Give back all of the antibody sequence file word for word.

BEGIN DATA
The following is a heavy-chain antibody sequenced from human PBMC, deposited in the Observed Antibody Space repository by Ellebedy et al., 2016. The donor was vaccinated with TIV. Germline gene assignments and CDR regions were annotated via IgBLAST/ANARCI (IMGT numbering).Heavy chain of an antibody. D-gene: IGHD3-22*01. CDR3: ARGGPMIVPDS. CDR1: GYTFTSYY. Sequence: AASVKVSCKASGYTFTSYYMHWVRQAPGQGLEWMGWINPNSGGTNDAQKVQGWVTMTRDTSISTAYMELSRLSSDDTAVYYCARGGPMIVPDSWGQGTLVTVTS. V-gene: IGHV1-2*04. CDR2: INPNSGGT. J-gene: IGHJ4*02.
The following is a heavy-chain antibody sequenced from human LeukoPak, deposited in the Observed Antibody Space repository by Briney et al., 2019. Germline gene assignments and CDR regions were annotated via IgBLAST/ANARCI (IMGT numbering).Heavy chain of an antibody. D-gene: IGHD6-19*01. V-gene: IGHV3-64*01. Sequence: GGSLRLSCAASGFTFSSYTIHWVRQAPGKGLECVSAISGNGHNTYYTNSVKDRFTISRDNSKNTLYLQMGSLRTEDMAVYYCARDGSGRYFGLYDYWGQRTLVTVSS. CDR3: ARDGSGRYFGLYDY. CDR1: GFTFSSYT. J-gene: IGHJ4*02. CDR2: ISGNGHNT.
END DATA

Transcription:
The following is a heavy-chain antibody sequenced from human PBMC, deposited in the Observed Antibody Space repository by Ellebedy et al., 2016. The donor was vaccinated with TIV. Germline gene assignments and CDR regions were annotated via IgBLAST/ANARCI (IMGT numbering).Heavy chain of an antibody. D-gene: IGHD3-22*01. CDR3: ARGGPMIVPDS. CDR1: GYTFTSYY. Sequence: AASVKVSCKASGYTFTSYYMHWVRQAPGQGLEWMGWINPNSGGTNDAQKVQGWVTMTRDTSISTAYMELSRLSSDDTAVYYCARGGPMIVPDSWGQGTLVTVTS. V-gene: IGHV1-2*04. CDR2: INPNSGGT. J-gene: IGHJ4*02.
The following is a heavy-chain antibody sequenced from human LeukoPak, deposited in the Observed Antibody Space repository by Briney et al., 2019. Germline gene assignments and CDR regions were annotated via IgBLAST/ANARCI (IMGT numbering).Heavy chain of an antibody. D-gene: IGHD6-19*01. V-gene: IGHV3-64*01. Sequence: GGSLRLSCAASGFTFSSYTIHWVRQAPGKGLECVSAISGNGHNTYYTNSVKDRFTISRDNSKNTLYLQMGSLRTEDMAVYYCARDGSGRYFGLYDYWGQRTLVTVSS. CDR3: ARDGSGRYFGLYDY. CDR1: GFTFSSYT. J-gene: IGHJ4*02. CDR2: ISGNGHNT.